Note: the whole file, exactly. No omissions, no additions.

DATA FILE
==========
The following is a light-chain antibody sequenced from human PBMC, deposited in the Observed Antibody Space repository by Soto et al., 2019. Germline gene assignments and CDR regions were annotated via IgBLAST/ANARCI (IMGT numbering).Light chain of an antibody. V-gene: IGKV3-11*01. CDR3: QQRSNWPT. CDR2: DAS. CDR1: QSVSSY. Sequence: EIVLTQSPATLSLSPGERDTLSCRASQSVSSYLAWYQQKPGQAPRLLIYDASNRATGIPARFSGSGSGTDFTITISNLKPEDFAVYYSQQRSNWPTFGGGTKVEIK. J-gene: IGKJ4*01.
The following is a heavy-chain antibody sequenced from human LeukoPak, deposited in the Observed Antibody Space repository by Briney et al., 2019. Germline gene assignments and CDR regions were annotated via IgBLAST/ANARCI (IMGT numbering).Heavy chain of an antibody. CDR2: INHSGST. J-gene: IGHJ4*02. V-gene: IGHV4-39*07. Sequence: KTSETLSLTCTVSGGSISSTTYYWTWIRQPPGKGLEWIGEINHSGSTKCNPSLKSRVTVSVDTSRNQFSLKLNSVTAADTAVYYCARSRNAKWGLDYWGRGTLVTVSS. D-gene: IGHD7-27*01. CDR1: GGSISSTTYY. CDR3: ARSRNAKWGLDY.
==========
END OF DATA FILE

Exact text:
The following is a light-chain antibody sequenced from human PBMC, deposited in the Observed Antibody Space repository by Soto et al., 2019. Germline gene assignments and CDR regions were annotated via IgBLAST/ANARCI (IMGT numbering).Light chain of an antibody. V-gene: IGKV3-11*01. CDR3: QQRSNWPT. CDR2: DAS. CDR1: QSVSSY. Sequence: EIVLTQSPATLSLSPGERDTLSCRASQSVSSYLAWYQQKPGQAPRLLIYDASNRATGIPARFSGSGSGTDFTITISNLKPEDFAVYYSQQRSNWPTFGGGTKVEIK. J-gene: IGKJ4*01.
The following is a heavy-chain antibody sequenced from human LeukoPak, deposited in the Observed Antibody Space repository by Briney et al., 2019. Germline gene assignments and CDR regions were annotated via IgBLAST/ANARCI (IMGT numbering).Heavy chain of an antibody. CDR2: INHSGST. J-gene: IGHJ4*02. V-gene: IGHV4-39*07. Sequence: KTSETLSLTCTVSGGSISSTTYYWTWIRQPPGKGLEWIGEINHSGSTKCNPSLKSRVTVSVDTSRNQFSLKLNSVTAADTAVYYCARSRNAKWGLDYWGRGTLVTVSS. D-gene: IGHD7-27*01. CDR1: GGSISSTTYY. CDR3: ARSRNAKWGLDY.